Microbiota acquisition during early life drives the development of the immune system. The composition and diversity of the aquired microbiome can dictate susceptibility to many diseases, including: diabetes, asthma, and perhaps pneumonia. figure1.jpg

(Figure from: http://allergen-nce.ca/research/symbiota/intro-to-gut-microbiota/)

Some studies have suggested that commensal intestinal bacteria may mediate pulmonary immunity, proposing a gut-brain axis. Mechanistically, however this crosstalk has not yet been described.

Gray et al. demonstrate that early life (maternal) antibiotic exposure results in increased susceptibility to pneumonia by compromising pulmonary IL-22 production.


ILC3s were identified as the main producers of IL-22 in the lungs. Early antibiotic exposure permanently disrupted the infiltration of IL-22+ILC3s into the lungs of mice and human newborns.

Interactions between the microbiota and intestinal CD103+ CD11b+ DCs drove the expression of CCR4 on ILC3s in a CCL17 dependent manner. ILC3s from mice treated with antibiotics as neonates did not express CCR4, resulting in their intrinsic homing defect.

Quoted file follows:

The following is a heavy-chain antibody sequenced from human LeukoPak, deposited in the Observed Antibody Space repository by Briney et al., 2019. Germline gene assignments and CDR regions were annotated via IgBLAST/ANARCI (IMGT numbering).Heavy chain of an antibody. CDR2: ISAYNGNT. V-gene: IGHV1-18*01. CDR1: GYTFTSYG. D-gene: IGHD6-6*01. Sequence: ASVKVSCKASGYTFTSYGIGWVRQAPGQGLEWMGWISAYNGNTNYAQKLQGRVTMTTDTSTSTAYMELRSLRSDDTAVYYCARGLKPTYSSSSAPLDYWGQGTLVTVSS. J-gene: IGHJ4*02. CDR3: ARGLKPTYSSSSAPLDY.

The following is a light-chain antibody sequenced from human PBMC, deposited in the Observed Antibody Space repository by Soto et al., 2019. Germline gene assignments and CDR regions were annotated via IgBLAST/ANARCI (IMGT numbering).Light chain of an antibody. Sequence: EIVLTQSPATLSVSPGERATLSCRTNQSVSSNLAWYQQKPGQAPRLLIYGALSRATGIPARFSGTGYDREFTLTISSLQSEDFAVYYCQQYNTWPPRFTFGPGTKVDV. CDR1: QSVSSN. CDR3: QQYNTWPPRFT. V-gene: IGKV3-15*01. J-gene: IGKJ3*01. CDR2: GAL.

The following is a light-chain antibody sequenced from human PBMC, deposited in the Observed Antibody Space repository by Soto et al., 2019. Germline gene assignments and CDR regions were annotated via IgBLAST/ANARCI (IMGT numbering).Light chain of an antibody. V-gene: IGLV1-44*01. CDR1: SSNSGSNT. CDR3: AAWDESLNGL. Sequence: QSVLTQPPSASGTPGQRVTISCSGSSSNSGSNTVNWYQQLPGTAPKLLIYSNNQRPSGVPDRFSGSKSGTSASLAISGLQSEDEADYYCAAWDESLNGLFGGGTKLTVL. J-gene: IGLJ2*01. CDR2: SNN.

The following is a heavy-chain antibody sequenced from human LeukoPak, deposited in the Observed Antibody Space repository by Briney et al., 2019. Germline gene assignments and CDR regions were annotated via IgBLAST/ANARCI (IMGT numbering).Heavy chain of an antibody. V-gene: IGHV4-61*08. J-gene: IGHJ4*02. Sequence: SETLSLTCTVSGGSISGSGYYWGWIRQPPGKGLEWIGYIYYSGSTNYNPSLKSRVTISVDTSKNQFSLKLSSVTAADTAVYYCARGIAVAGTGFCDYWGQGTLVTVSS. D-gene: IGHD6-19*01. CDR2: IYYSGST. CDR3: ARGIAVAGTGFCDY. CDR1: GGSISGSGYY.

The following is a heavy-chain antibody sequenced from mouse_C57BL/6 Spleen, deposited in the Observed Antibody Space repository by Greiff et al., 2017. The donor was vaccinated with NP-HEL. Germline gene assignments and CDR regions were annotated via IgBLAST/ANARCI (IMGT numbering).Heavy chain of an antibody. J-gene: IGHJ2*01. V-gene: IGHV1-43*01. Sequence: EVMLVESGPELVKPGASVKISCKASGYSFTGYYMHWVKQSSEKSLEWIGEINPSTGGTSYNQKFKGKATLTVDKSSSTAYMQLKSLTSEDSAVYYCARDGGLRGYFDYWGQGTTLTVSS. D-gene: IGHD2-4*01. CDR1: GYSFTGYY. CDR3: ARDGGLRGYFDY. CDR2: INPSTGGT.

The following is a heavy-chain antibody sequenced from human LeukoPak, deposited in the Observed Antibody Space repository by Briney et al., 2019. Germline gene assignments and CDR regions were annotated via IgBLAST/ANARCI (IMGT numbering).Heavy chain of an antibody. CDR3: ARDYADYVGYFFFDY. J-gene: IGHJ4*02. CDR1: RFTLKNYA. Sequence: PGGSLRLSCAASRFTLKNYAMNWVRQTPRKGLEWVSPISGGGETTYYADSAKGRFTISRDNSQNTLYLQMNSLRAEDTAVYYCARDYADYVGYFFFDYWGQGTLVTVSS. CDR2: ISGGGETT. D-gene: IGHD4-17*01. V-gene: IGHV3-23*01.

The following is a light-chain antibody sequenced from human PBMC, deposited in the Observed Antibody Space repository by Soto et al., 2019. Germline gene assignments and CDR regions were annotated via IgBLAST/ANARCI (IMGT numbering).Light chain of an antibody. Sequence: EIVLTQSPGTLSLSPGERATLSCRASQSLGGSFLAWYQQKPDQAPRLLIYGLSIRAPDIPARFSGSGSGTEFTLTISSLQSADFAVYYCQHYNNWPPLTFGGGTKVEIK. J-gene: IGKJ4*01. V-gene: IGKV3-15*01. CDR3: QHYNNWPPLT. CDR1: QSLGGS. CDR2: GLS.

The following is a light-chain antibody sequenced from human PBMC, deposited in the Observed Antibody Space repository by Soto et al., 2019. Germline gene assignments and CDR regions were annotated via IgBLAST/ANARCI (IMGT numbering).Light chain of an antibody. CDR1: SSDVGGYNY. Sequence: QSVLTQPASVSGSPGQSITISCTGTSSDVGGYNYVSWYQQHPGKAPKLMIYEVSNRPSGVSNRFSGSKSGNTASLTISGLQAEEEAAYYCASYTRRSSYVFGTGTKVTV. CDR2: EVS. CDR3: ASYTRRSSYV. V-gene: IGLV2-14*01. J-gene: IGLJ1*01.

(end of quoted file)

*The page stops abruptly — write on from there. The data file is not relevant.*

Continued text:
In these studies, early life antibiotic treatment significantly depleted the intestinal microbiota, but did not have a major effect on the lung microbiota. Therefore, the authors suggest that antibiotic depletion of the intestinal microbiota modulated pulmonary immunity. However, it is possible that commensal organisms and CD103+CD11b+ DCs from the skin may be playing playing a role.

None the less, this study demonstrated that microbiota acquisition during early life drives pulmonary accumulation of IL-22+ILC3s that are protective against pneumonia.


I would like to know whether neonatal antibiotics exposure effects the infiltration of other cells, such as regulatory T cells or IgA-expressing plasma cells, into the lung.